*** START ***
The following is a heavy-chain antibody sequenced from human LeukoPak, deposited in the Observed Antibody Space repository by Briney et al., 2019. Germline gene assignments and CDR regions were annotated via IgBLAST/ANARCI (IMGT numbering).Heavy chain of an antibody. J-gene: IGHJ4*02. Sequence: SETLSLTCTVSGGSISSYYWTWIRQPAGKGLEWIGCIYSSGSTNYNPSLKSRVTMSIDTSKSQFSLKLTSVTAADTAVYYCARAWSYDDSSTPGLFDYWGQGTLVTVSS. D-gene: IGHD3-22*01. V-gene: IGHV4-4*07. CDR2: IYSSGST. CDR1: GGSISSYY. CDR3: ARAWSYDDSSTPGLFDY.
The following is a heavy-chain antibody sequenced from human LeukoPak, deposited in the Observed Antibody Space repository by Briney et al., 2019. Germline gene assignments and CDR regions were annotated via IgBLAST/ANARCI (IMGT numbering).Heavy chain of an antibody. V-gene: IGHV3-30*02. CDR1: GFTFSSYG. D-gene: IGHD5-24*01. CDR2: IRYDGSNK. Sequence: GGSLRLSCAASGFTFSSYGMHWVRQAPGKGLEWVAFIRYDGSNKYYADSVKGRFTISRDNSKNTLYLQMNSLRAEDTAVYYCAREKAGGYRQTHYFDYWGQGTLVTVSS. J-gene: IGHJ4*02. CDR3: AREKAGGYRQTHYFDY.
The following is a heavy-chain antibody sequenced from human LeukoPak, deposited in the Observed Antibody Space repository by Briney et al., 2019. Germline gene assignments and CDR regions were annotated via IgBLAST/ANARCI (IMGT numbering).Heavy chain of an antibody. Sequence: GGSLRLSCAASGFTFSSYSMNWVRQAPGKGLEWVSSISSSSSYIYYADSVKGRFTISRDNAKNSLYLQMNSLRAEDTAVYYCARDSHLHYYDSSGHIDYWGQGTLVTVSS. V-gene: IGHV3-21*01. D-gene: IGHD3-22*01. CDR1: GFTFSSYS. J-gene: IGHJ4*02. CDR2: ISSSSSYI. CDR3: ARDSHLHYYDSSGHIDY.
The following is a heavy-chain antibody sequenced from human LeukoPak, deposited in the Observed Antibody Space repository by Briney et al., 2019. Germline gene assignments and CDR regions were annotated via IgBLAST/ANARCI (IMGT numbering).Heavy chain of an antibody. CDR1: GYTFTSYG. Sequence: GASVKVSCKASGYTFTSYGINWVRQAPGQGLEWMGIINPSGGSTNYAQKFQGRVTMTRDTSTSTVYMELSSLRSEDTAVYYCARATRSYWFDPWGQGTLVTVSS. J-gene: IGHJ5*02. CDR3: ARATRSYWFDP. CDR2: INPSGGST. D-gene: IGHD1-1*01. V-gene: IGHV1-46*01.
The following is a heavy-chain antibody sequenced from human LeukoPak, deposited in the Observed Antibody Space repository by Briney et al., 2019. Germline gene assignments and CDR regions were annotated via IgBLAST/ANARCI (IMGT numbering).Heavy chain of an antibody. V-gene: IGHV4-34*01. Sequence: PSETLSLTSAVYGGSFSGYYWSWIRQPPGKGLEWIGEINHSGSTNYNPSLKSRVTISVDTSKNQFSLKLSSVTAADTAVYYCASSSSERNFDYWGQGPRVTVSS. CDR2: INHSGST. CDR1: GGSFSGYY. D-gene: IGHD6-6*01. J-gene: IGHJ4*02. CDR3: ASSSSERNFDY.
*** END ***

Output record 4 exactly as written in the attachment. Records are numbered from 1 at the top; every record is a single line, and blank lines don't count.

The following is a heavy-chain antibody sequenced from human LeukoPak, deposited in the Observed Antibody Space repository by Briney et al., 2019. Germline gene assignments and CDR regions were annotated via IgBLAST/ANARCI (IMGT numbering).Heavy chain of an antibody. CDR1: GYTFTSYG. Sequence: GASVKVSCKASGYTFTSYGINWVRQAPGQGLEWMGIINPSGGSTNYAQKFQGRVTMTRDTSTSTVYMELSSLRSEDTAVYYCARATRSYWFDPWGQGTLVTVSS. J-gene: IGHJ5*02. CDR3: ARATRSYWFDP. CDR2: INPSGGST. D-gene: IGHD1-1*01. V-gene: IGHV1-46*01.